How Blockchain can bolster interoperability and information security at the same time
Blockchain technology gained international attention as the technology supporting bitcoin, a digital asset and a payment system that relies on peer-to-peer transactions taking place between users directly, without an intermediary. These transactions are verified by network nodes and recorded in a public distributed ledger, or the blockchain.
While acceptance has proceeded slowly, blockchain is gaining respect for its ability to support enormous data sets and transactions — and that capability has not gone unnoticed by healthcare industry innovators on the lookout for technology that can manage the evolution of complex and wide-ranging information systems.
Consultancy Deloitte, for instance, makes the case in a new report that a nationwide blockchain network may improve efficiencies and support better health outcomes for patients.
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“While blockchain technology is not a panacea for data standardization or system integration challenges, it does offer a promising new distributed framework to amplify and support integration of health care information across a range of uses and stakeholders,” the report explained. “It addresses several existing pain points and enables a system that is more efficient, disintermediated, and secure.”
The technology holds particular promise in use cases for Precision Medicine Initiative, Patient Care and Outcomes Research (PCOR), and the Office of the National Coordinator for Health IT’s Nationwide Interoperability Roadmap.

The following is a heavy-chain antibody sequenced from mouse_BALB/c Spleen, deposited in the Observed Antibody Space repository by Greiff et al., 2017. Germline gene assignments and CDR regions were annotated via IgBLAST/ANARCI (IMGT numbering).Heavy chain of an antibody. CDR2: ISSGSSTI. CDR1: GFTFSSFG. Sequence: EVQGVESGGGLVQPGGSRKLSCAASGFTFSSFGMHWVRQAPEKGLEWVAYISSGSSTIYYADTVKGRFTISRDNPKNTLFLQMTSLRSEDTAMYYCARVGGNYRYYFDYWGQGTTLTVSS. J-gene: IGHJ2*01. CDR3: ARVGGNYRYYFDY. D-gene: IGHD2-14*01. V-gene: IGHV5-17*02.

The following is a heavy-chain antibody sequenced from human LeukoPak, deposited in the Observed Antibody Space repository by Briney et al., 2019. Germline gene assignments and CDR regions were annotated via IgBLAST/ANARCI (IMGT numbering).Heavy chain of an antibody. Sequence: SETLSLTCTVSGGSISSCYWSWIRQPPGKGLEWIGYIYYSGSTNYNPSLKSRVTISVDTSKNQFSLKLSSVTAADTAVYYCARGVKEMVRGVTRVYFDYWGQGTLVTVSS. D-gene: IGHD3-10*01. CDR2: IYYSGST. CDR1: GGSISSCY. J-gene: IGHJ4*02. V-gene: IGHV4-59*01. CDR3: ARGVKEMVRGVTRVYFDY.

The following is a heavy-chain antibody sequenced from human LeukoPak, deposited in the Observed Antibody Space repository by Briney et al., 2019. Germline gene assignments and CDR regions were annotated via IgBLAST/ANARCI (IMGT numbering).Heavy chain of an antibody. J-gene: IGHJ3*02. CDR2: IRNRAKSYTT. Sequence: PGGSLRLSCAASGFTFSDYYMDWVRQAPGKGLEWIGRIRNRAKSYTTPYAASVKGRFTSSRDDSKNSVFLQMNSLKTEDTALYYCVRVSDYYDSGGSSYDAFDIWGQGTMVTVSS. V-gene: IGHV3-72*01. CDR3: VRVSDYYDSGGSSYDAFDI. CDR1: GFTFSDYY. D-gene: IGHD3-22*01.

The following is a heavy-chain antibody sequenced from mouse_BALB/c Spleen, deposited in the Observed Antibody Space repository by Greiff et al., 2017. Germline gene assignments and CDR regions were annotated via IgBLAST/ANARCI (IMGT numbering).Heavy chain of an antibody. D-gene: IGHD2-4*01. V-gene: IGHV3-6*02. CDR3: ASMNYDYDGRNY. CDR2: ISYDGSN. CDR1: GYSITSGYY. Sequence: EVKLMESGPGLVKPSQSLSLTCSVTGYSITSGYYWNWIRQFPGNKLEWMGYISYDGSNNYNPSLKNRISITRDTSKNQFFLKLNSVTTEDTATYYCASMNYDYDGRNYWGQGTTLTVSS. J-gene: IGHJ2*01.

Indeed, Blockchain has potential value due to its shared, fixed record of peer-to-peer transactions, built from linked transaction blocks and stored in a digital ledger, Deloitte said. The network is both secure and actionable by relying on established cryptographic techniques, and letting participants in a network interact (e.g. store, exchange, and view information), without pre-existing trust between the parties.
“Interactions with the blockchain become known to all participants and require verification by the network before information is added, enabling trustless collaboration between network participants while recording an immutable audit trail of all interactions,” Deloitte explained.
This network architecture is potentially suited to work ONC has undertaken with its Shared Nationwide Interoperability Roadmap and efforts at defining critical policy and technical components needed for nationwide interoperability.
These ONC needs include ubiquitous, secure network infrastructure, verifiable identity and authentication of all participants, consistent representation of authorization to access electronic health information, and several other requirements. Current technologies do not fully address these requirements, because they face limitations related to security, privacy, and full ecosystem interoperability, the report said.